September is Gynecological Cancer Awareness month. All women are at risk for cancers of the Cervix, Ovaries, Fallopian Tubes, Uterus, Vulva, and Vagina. Each gynecological cancer has different signs and symptoms and risk factors. Cervical cancer is the second most common cancer in Indian women.
Cervical cancer develops in a woman’s cervix. The cervix is the entrance to the uterus from the vagina. Ninety-nine percent of cervical cancer cases are linked to infection with high-risk human papillomaviruses (HPV). HPV is an extremely common virus transmitted through sexual contact and most people will be infected with HPV at some point in their lifetime. Though the majority of HPV infections clear up on their own and cause no symptoms, in some cases the infection can persist and develop into cervical cancer or other HPV-related cancer.
What is cervical cancer?
Cervix is a part of the reproductive system and is sometimes called the neck of the womb. Cervical cancer is cancer that’s found anywhere in the cervix. Cervical cancer usually grows very slowly and how serious it is depends on how big it is if it has spread and your general health.
In most cases, symptoms include, abnormal vaginal bleeding is the first noticeable symptom of cervical cancer. This can be during or after sex, between your periods, or after you have been through menopause. Other symptoms of cervical cancer may include pain and discomfort during sex, unusual or unpleasant vaginal discharge, and pain in your lower back or pelvis. Advance cancer symptoms may include frequent peeing or pooping, swelling in the legs, blood in the urine, and/or urinary incontinence.
Treatment for cervical cancer
Cervical cancer is one of the most successfully treatable forms of cancer, as long as it is detected early and managed effectively. Cancers diagnosed in late stages can also be controlled with appropriate treatment and palliative care.
Survey says that cervical cancer is the fourth most common cancer in women. “In 2018, an estimated 570 000 women were diagnosed with cervical cancer worldwide and about 311 000 women died from the disease”.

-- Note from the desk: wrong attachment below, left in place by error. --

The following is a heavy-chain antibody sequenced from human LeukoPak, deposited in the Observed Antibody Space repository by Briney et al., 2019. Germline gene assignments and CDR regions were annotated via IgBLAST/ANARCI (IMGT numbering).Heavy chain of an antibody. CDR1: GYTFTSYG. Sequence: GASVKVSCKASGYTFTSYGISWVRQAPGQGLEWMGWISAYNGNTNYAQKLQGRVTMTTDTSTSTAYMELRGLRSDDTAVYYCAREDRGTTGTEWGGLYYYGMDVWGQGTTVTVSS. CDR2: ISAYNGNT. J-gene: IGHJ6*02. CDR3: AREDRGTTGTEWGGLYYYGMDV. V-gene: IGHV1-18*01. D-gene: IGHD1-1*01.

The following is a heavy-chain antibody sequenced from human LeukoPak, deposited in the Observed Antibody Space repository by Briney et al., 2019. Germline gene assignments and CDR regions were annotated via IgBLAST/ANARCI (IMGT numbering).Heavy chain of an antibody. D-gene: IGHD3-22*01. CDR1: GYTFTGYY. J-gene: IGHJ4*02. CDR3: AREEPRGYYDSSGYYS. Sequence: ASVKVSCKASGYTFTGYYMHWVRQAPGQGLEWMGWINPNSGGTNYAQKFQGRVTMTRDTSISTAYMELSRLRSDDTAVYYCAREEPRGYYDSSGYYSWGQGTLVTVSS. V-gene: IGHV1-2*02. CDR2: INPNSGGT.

How can I prevent cervical cancer?
- Get regular cervical screening done with PAP test and HPV tests is the best way to identify abnormal changes in the cells of the cervix at an early stage.
- Get your cervical cancer or HPV vaccination
- Avoid smoking
- Practice safe sex
According to WHO, HPV vaccination and screening for and treating precancerous lesions will prevent most cervical cancer cases. Cervical cancer is preventable and curable, as long as it is detected early and managed effectively.
The global strategy for cervical cancer elimination by WHO
In May 2018, the WHO Director-General announced a global call for action to eliminate cervical cancer, underscoring renewed political will to make elimination a reality and calling for all stakeholders to unite behind this common goal.
In August 2020 the World Health Assembly adopted the Global Strategy for cervical cancer elimination.
On November 17, 2020, WHO launched a global strategy to eliminate cervical cancer, with a resolution passed by 194 countries.
About the vaccine
The HPV vaccine comes in 3 doses and each costs Rs. 2000 per dose. Anyone with a vulva who is between 9 to 45 years of age can get this vaccine. Apart from this regular screening and treatment of precancerous lesions are essential in prevention. If you haven’t got your cervical vaccine yet, speak to your physician and get one now.
If you are looking to spread Cervical Cancer Awareness within your community or organization, you can connect with CAPED INDIA at +91-9873162532. CAPED is an Indian NGO working in the area of Cervical Cancer Awareness Prevention & Early Detection for Cervical Cancer-Free Future.